The F22 Spitfire was about as sophisticated as the post-war Spitfires were to get. It differed from the final variant, the Mk22, in only minor respects, but used the same massive Griffon engine delivering well over 2,200hp and which dictated the enlarged tail control surfaces introduced with the Mk 21. The redesigned wing was a distinctive feature of the type which performed well until eventually being outclassed by the first jet fighters.
With its extended fuselage holding a life-raft at the end, tropical filter to help cooling the engine, and bomb racks added to the underside, the E version in this kit served throughout the Mediterranean and North Africa from 1941.
The Heinkel He-111 was the mainstay of the German offensive against Great Britain during the Battle of Britain. It was produced in far larger quantities than the Do-17 series and remained in service throughout the war. The Heinkel He-111 was first displayed in January 1936, not as a bomber, but in the guise of a civil airliner. In 1937 the civil disguise of the He-111 was abandoned; He-111 B-1s were sent to the Condor Legion fighting in the Spanish Civil war. The success of the He-111 in Spain played a large part in shaping German bombing policy, which later proved wrong when the lightly armed bombers suffered heavy losses over Britain when opposed by modern and determined fighters. The He-111 H-series was by far the most important variant of the bomber, the H-20 being the first to carry a dorsal gun turret and improved armament together with a redesigned nose and more powerful engines.
The de Havilland DH.88 Comet was a twin-engined British aircraft that won the 1934 MacRobertson Air Race. It set many aviation records during the race and afterwards as a pioneer mail plane. G-ACSR came 4th in the race and the pilots Cathcart Jones and Waller went on to record a return time of 13½ days set a new record.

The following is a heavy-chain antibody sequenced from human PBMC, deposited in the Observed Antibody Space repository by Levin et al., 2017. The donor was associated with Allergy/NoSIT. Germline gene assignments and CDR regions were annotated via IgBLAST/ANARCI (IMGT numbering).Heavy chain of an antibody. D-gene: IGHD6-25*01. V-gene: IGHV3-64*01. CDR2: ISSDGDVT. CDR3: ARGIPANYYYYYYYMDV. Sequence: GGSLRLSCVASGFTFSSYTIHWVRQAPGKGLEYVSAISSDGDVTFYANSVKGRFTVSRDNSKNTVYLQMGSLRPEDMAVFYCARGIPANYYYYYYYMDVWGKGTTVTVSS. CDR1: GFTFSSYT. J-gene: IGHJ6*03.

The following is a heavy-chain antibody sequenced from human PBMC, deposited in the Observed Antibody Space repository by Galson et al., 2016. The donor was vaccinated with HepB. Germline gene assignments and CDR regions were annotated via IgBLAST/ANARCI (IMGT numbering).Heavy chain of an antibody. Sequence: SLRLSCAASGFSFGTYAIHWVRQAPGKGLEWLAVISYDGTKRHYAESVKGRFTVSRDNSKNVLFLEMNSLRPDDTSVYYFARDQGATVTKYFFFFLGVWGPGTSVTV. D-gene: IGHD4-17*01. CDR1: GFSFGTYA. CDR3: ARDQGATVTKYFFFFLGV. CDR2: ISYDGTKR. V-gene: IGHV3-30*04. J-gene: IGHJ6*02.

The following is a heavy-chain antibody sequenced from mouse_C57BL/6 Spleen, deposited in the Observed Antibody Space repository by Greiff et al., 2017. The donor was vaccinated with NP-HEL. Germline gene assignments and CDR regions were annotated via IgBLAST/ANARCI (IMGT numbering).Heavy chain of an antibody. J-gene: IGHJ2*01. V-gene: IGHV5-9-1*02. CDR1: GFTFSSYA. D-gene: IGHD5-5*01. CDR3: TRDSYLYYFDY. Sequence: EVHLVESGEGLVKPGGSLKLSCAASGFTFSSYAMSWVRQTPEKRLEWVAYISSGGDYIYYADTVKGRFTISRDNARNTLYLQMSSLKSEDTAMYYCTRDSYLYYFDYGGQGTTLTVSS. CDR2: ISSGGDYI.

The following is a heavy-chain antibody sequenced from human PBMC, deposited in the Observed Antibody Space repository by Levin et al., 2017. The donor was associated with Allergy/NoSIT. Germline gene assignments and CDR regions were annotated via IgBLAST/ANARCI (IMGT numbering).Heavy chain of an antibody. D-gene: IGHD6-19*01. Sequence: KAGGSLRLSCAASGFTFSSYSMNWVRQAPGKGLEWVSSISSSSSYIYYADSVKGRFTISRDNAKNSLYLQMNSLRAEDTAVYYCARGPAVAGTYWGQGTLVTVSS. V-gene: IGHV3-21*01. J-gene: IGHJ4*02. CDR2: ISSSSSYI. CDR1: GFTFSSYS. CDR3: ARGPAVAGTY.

Delivery of 0/400 variant began in early 1918, and of the 549 built, over 400 had been delivered to the newly formed Royal Air Force before the November 1918 Armistice, serving with seven squadrons as the standard British heavy bomber. On the night of 14-15 September 1918, forty 0/400s attacked targets in the Saar region of Germany. It could carry the 748kg (1,650lb) bomb, the heaviest used by British services during the First World War. Scale – 1:72
In 1948, the designation P-51 (P for pursuit) was changed to F-51 (F for fighter). At the start of the Korean War the Mustang once again proved its usefulness. With the availability of F-51Ds a substantial number were shipped via aircraft carriers to the combat zone for use initially by both the Republic of Korea Air Force (ROKAF) and USAAF. Rather than employing them as interceptors or pure fighters, the F-51 became a ground attack aircraft, fitted with rockets and bombs.
With the Luftwaffe committed to the North African campaign in 1941/42, tropicalized versions of the reconnaisance Bf 109E-4, -5, and bomb carrying -7 were introduced, with the suffix /Trop. These modifications for desert warfare included filters over the air intakes and a desert survival kit.
By 1939 the Fleet Air Arm had 13 squadrons equipped with the Swordfish Mark I. There were also three flights of Swordfish equipped with floats, for use off aircraft catapult-equipped warships. One operating from HMS Warspite during the Second Battle of Narvik in 1940, subsequently sank the U-boat U-64.
The Supermarine Spitfire is a British single-seat fighter aircraft used by the Royal Air Force and many other Allied countries through the Second World War. It was produced in greater numbers than any other British aircraft and was the only Allied fighter in production throughout the war.
Following the experiences of the E-4, the E-7 was the next major production variant, entering service and seeing combat at the end of August 1940. One of the limitations of the earlier Bf109E interceptor fighter was the short range of 660km (410 miles). The E-7 rectified this problem as it was the first to carry a drop tank.